A man in Texas was wrongfully arrested on the grounds of sexual assault, and he was sent to prison. He stayed there for 25 years, getting out in the mid-1990s. Another man had committed the crimes, but this wasn’t discovered until DNA evidence was used to clear his name.
However, that man had been ordered to pay child support before he went to jail. Since he was locked up, he missed the payments, and a court then told him he owed a total of $334,000.
However, since it has been shown that he should never have been in jail anyway, the state has to cover his expenses from that time—including the child support—under Timothy Cole Act.
While this is fairly straightforward, the amount that the state has to pay—using money collected with taxes—is under consideration. A case has recently begun to determine if the state has to hand over the full total of $334,000 or if it should pay a lesser amount. Some are arguing the state should only pay $18,500.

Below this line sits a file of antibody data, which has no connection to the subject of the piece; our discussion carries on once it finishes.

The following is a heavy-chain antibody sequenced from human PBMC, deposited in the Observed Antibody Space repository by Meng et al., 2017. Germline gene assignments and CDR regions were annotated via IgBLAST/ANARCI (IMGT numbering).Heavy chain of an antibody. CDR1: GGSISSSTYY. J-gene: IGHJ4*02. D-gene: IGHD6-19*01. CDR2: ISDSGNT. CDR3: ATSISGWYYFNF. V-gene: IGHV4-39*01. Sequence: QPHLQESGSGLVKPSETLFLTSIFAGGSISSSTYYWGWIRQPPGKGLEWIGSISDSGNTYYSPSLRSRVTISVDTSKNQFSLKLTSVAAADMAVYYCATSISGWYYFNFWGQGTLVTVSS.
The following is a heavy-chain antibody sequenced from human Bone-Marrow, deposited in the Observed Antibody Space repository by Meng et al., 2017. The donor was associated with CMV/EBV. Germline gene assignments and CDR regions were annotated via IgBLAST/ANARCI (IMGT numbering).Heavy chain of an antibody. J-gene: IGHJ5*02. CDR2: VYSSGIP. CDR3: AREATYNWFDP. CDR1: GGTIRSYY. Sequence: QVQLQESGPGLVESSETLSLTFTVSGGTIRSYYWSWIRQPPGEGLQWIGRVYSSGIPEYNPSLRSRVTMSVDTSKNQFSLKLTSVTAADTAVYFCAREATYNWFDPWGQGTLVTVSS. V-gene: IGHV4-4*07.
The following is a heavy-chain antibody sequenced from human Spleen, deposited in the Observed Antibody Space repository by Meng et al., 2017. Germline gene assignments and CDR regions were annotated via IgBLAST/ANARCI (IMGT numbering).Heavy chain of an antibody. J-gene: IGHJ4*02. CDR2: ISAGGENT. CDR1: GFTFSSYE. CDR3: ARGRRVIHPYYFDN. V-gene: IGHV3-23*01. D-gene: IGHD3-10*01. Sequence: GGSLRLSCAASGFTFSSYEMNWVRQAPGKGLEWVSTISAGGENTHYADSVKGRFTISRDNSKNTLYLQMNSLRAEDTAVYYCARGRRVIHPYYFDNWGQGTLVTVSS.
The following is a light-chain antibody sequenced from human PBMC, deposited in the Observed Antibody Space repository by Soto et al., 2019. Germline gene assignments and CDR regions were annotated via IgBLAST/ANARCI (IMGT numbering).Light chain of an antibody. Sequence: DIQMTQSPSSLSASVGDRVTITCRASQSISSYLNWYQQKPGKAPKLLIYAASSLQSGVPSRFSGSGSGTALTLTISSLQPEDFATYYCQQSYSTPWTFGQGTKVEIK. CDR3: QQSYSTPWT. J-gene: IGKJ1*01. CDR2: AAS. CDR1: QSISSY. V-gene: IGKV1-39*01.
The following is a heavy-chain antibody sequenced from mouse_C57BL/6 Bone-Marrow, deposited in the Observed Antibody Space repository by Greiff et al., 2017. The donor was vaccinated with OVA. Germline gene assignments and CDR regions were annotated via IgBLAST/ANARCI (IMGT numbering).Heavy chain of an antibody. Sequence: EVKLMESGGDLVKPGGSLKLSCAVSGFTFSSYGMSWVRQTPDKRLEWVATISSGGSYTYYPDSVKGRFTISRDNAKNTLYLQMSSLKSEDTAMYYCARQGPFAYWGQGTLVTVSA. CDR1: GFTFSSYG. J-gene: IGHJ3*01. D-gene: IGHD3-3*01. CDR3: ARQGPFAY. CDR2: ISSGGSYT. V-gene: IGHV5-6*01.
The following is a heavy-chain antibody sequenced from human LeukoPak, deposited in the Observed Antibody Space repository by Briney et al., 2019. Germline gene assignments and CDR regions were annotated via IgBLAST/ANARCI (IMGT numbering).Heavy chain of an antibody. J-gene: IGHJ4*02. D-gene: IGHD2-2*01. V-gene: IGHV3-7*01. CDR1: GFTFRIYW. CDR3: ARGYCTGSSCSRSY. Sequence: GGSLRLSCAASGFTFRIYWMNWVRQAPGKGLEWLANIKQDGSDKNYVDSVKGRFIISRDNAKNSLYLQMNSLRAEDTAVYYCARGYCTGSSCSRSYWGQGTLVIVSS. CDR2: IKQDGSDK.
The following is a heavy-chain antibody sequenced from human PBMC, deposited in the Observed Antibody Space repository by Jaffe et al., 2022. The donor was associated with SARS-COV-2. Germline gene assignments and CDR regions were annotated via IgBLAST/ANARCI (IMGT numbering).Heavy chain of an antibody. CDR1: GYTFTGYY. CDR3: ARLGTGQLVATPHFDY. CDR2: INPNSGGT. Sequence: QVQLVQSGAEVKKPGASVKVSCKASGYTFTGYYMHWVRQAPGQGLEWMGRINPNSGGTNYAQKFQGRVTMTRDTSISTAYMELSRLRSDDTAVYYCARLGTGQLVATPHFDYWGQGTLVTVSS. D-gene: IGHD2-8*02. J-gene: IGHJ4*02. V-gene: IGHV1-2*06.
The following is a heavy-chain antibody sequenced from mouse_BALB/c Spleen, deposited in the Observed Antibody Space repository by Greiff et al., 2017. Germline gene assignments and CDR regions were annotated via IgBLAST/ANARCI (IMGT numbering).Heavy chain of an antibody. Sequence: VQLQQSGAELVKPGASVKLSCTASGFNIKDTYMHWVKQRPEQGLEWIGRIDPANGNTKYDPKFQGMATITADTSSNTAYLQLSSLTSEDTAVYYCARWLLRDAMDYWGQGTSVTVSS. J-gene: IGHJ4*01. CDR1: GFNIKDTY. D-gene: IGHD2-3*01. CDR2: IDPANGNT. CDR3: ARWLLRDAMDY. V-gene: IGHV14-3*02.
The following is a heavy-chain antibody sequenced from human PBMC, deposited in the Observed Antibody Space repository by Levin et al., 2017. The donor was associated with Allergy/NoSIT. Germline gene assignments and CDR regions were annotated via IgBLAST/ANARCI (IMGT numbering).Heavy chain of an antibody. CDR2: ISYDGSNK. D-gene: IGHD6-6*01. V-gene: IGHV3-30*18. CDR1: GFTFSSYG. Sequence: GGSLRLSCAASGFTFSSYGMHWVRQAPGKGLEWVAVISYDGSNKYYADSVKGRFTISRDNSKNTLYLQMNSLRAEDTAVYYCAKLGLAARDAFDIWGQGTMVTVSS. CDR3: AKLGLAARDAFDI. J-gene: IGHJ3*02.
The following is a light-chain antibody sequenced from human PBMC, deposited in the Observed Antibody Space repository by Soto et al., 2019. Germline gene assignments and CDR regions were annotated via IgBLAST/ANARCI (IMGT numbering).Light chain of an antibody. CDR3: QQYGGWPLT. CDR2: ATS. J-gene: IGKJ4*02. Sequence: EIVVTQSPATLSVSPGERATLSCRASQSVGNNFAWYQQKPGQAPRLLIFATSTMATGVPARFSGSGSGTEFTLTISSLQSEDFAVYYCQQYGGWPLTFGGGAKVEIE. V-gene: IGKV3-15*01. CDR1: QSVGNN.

If the court sides with the state comptroller and says that the state shouldn’t have to pay the total, the issue returns for the wrongfully-convicted man, as he would then be obligated to pay whatever remains. If the state only has to pay the $18,500, then, the man would have to put up $315,500.
This is an incredibly important case because it shows just how large of an impact unpaid child support can have on all parties—both the man who was locked up mistakenly and the family who did not get $334,000 in payments. In complex cases, people must know all of their rights.
Source: Houston Chronicle, “High court hears exoneree child-support case,” Mike Ward, Nov. 03, 2015